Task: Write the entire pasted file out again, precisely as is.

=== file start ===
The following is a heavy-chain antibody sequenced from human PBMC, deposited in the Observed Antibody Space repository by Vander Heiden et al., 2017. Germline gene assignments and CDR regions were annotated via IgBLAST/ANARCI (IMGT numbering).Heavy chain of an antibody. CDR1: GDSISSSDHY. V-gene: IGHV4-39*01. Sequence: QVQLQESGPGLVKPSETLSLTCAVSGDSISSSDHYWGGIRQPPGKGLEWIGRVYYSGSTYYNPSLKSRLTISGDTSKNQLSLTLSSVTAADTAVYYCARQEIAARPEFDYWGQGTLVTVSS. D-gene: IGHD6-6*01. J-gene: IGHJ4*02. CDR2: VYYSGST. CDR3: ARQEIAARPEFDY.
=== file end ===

The following is a heavy-chain antibody sequenced from human PBMC, deposited in the Observed Antibody Space repository by Vander Heiden et al., 2017. Germline gene assignments and CDR regions were annotated via IgBLAST/ANARCI (IMGT numbering).Heavy chain of an antibody. CDR1: GDSISSSDHY. V-gene: IGHV4-39*01. Sequence: QVQLQESGPGLVKPSETLSLTCAVSGDSISSSDHYWGGIRQPPGKGLEWIGRVYYSGSTYYNPSLKSRLTISGDTSKNQLSLTLSSVTAADTAVYYCARQEIAARPEFDYWGQGTLVTVSS. D-gene: IGHD6-6*01. J-gene: IGHJ4*02. CDR2: VYYSGST. CDR3: ARQEIAARPEFDY.